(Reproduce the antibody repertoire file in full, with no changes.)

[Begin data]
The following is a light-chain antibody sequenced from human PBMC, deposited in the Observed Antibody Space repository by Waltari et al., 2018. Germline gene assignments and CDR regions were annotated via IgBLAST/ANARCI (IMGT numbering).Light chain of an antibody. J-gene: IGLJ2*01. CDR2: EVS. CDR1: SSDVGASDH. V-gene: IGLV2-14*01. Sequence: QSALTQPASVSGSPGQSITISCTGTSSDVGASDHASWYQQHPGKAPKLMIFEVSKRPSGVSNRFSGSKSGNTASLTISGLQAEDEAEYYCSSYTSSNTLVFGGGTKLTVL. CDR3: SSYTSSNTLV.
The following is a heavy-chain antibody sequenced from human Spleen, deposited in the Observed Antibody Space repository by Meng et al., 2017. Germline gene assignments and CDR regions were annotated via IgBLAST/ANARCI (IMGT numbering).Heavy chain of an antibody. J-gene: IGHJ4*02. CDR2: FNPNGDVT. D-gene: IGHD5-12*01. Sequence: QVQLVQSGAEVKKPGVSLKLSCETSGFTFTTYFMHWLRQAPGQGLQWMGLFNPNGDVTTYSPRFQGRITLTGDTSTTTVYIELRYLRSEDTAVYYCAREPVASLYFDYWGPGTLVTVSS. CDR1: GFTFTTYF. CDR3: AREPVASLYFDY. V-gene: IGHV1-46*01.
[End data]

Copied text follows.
The following is a light-chain antibody sequenced from human PBMC, deposited in the Observed Antibody Space repository by Waltari et al., 2018. Germline gene assignments and CDR regions were annotated via IgBLAST/ANARCI (IMGT numbering).Light chain of an antibody. J-gene: IGLJ2*01. CDR2: EVS. CDR1: SSDVGASDH. V-gene: IGLV2-14*01. Sequence: QSALTQPASVSGSPGQSITISCTGTSSDVGASDHASWYQQHPGKAPKLMIFEVSKRPSGVSNRFSGSKSGNTASLTISGLQAEDEAEYYCSSYTSSNTLVFGGGTKLTVL. CDR3: SSYTSSNTLV.
The following is a heavy-chain antibody sequenced from human Spleen, deposited in the Observed Antibody Space repository by Meng et al., 2017. Germline gene assignments and CDR regions were annotated via IgBLAST/ANARCI (IMGT numbering).Heavy chain of an antibody. J-gene: IGHJ4*02. CDR2: FNPNGDVT. D-gene: IGHD5-12*01. Sequence: QVQLVQSGAEVKKPGVSLKLSCETSGFTFTTYFMHWLRQAPGQGLQWMGLFNPNGDVTTYSPRFQGRITLTGDTSTTTVYIELRYLRSEDTAVYYCAREPVASLYFDYWGPGTLVTVSS. CDR1: GFTFTTYF. CDR3: AREPVASLYFDY. V-gene: IGHV1-46*01.